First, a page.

Saturday, October 18, 2008

Raiders of the Lost Chamois

Paragliding, hiking, mountain biking and roller blading. There can be few races in the world that combine all of these sports, but the annual Raid Chamois, now in its fourth year, manages it. Starting from the picturesque French alpine town of Thônes, halfway between Annecy and Grand Bornand, this unique race sees competitors using varied modes of transport to complete a challenging but beautiful 50km circuit around Lake Annecy before the final sprint back to base at Thônes.

Having discovered and done reasonably well in the event in 2007, I returned in 2008 with my non-flying but very fit friend Stephen March to have a crack at winning it. We collected together my old Gin Bongo tandem, a couple of lightweight harnesses, mountain bikes from here and there, and our roller blades to arrive in Thônes early on Saturday morning with a car full of toys. A mixed bunch of about seventy people, in teams of two or three, bustled about on the start line. Everyone from honed ultramarathon runners to father-and-daughter teams was there, and with a quick countdown from the starter we were off!

A short sprint to the bikes, and we leapt upon them. The first stage was a 12km mountain bike section from the centre of Thônes to the village of Alex. Instructions were simple: follow the Police car through the village, and when it stops, keep going on the track following green splotches of paint! The pace from the start was full-on: clearly Stephen and I weren't the only ones in it to win it! The wide forest track soon gave way to narrow, twisting trail and I struggled to maintain speed on the muddy ground. Dismayed to see others already zooming ahead, I focused on riding as hard as I could, albeit seeming a snail's pace compared to the other competitors, reassuring myself that the bike was my weakest discipline and that we'd make time back up on the hill.

We finally exited the forest and I welcomed the smoothness of cycle path and road to the church in Alex. Here we dumped the bikes (to be collected on our way back), hastily unpacked our walking poles and set off up the first climb of the day.

Pushing hard up the back of the Dents de Lanfon, the familiar limestone cliffs perched above us were our next destination. The lethargic sunshine was slowly burning off the low cloud to reveal a perfect autumn day. We knew that our first rest would be the flight across the lake. Game on!

Stephen, carrying the heavier pack, set a brisk pace up the hill; I scurried behind, cursing the vicious cold I'd been fighting that had left me unable to eat a proper meal all week. We were in fourth or fifth place, not where we wanted to be! The focused climbing started to have effect, and we quickly overhauled one team. The temperature in the autumnal woodland was perfect and the blue skies above beckoned us up the steep forest track to the first take off. Bantering with a fellow Raider, we broke through the tree line to be greeted by a secret hanging valley, well hidden from the distant clamour of real life below. A kilometre or so ahead we could just make out the lead team with their sacks and as we chased them we glanced over our shoulders to see who was chasing us. We had breathing space, but not much.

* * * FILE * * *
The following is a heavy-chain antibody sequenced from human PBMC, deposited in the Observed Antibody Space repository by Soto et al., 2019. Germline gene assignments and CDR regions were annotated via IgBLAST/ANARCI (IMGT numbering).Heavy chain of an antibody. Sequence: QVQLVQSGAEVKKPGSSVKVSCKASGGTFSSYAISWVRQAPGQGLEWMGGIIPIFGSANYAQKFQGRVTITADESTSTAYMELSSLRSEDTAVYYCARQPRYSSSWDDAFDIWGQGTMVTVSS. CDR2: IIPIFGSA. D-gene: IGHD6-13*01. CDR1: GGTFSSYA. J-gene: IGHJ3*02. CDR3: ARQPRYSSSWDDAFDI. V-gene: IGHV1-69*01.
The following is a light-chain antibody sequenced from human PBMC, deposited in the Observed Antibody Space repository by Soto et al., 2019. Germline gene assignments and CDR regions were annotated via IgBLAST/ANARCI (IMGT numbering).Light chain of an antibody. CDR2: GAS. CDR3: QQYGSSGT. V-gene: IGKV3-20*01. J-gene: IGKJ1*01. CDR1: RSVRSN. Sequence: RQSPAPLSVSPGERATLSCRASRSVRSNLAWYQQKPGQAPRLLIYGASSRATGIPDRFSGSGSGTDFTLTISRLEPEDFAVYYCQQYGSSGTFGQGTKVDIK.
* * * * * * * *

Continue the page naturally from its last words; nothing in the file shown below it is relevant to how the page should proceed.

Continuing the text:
We crested the Col des Frêtes, now having hauled ourselves into fourth place, to see the first wings inflating and lobbing off on glide. There's an enforced ten minute wait at each take off to give you time to prepare safely. So, after about 35 minutes of biking and 1000m ascent in 1h20, we were ten minutes behind the leaders. The organisers on take off handed us a welcome chocolate bar each and Stephen and I quickly set about our pre-planned tasks, Steve unpacking the harnesses while I readied the wing. We were clipped in and ready to go on the dot of our ten minutes allotted time and launched immediately.

This was our first breather, our first real moment to admire the cadre of the natural amphitheatre hosting our sport. To our right the imposing vertical limestone precipices of the "teeth" rose out of the high alpage, slowly shedding its summer greenery. At our feet the forests were in full turn, a splendid mix of fall colours from green to brown to yellow to red. In front of us the still deep blue lake waited, and the familiar silhouettes of the Northern Alps marked the horizon in all directions. Steve handed me a chunk of chocolate bar and life was good.